By Dr. Garang M. Dut
OPINION – South Sudan mourns the late Hon. Manawa Peter Gatkouth, as it protests initiatives in his Ministry of Water Resources and Irrigation. At issue are plans to dredge River Naam in the Bhar El Ghazal basin, and resume the historically unpopular Jonglei canal project. It’s feared these will obliterate the Sudd and decimate livelihoods. However, South Sudan’s Minister for Cabinet Affairs, Hon. Martin Elia Lomoro, dismissed such advocacy as “criminal”. As well, the Government blames public criticisms for the late Minister’s heart attack. A group of self-identified ‘Social Media Criminals’ replied to the former, but the latter has yet to be explicated. To be sure, stress-induced heart disorder is medically established and called Takotsubo. Nonetheless, the cause is less consequential in this instance. Whatever the trigger, the late Minister needed time-critical intervention to re-establish blood supply to his heart muscles. This was required within a few hours from the onset of chest pain, and best done in South Sudan. In this sense, it’s South Sudan’s weak health system which is to blame and this is within the Government’s purview.
Ineffective healthcare is a threat to South Sudan’s national security and sovereignty. The late Hon. Gatkouth died in Egypt after insufficient medical care in South Sudan’s capital, Juba. Similarly, Justice Majok Mading died in a Nairobi hospital in 2019, having been evacuated from Juba. He led legal affairs at the Presidency and had suddenly collapsed at work. In March 2021, the young musician, Trisha Cee, bled to death when hit by water tanker in Juba. South Sudan lacks trauma system and a reliable blood bank for rapid management of injuries. More avoidable deaths occurred during the coronavirus disease (Covid-19) pandemic, when the country subsisted on four ventilators. This trend reflects chronic underinvestment in South Sudan’s health sector: no capabilities for managing medical emergencies such as heart attack, stroke, blood clots in lungs, or major injuries requiring massive transfusion.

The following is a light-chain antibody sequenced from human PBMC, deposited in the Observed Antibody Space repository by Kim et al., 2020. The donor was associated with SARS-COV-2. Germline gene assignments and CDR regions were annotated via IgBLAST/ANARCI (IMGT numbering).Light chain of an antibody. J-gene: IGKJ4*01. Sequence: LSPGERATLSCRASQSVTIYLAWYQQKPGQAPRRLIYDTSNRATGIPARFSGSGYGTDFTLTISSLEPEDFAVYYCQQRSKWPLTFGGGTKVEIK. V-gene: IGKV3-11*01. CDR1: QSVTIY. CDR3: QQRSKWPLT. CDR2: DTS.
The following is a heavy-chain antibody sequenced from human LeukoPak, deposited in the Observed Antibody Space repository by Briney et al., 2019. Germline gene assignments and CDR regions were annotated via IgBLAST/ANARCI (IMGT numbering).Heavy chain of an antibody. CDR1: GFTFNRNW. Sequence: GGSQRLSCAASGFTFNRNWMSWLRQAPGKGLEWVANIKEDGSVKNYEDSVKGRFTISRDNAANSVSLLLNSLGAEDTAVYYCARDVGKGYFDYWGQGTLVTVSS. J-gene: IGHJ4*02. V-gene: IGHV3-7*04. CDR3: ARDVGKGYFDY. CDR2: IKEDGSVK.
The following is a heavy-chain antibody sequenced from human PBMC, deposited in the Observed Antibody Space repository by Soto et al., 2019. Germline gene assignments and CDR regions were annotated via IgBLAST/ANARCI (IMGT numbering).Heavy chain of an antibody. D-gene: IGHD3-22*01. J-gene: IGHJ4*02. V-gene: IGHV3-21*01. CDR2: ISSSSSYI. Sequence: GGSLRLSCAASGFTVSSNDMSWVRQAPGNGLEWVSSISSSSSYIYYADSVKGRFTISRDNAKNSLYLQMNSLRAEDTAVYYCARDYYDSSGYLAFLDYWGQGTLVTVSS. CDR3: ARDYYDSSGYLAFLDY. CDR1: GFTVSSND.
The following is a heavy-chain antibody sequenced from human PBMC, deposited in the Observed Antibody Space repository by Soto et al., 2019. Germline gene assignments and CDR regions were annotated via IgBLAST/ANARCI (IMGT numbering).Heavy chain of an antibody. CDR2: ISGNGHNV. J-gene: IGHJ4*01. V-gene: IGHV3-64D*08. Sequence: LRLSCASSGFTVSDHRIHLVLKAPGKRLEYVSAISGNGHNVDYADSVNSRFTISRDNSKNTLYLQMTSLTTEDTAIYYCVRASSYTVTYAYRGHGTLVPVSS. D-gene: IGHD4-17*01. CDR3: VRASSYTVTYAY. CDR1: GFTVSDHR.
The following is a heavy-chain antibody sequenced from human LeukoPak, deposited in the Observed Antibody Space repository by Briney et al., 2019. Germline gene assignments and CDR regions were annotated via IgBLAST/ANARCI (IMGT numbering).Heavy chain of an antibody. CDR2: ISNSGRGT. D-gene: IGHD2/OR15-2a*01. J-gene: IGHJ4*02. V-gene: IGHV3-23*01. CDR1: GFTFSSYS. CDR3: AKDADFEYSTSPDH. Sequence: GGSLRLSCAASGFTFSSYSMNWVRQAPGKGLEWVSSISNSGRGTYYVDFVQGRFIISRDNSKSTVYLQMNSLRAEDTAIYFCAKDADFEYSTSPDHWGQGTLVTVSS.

South Sudan’s dependence on evacuation to foreign hospitals is false security. It is also unsustainable. As in the foregoing examples, some medical conditions are time-critical and only capabilities within South Sudan would save lives. The advanced care sought in foreign hospitals is only useful as adjunct to life-saving interventions at the first point of care.
Take the instance of stroke or heart attack. In stroke, blood supply to the brain is impaired by either a blocked (ischaemic stroke) or torn (haemorrhagic stroke) blood vessel. In heart attack, the heart fails at nourishing itself, due to blockage in its own blood vessel(s). While the heart’s main purpose is to circulate blood around the body, it must also supply itself. So, this impairment causes a self-perpetuating incapacitation which is time-critical because, when denied oxygen and nutrients afforded by blood supply, the brain begins to die within minutes and the heart lasts only hours. This acuity explains the futility of relying on distant and foreign hospitals, however advanced.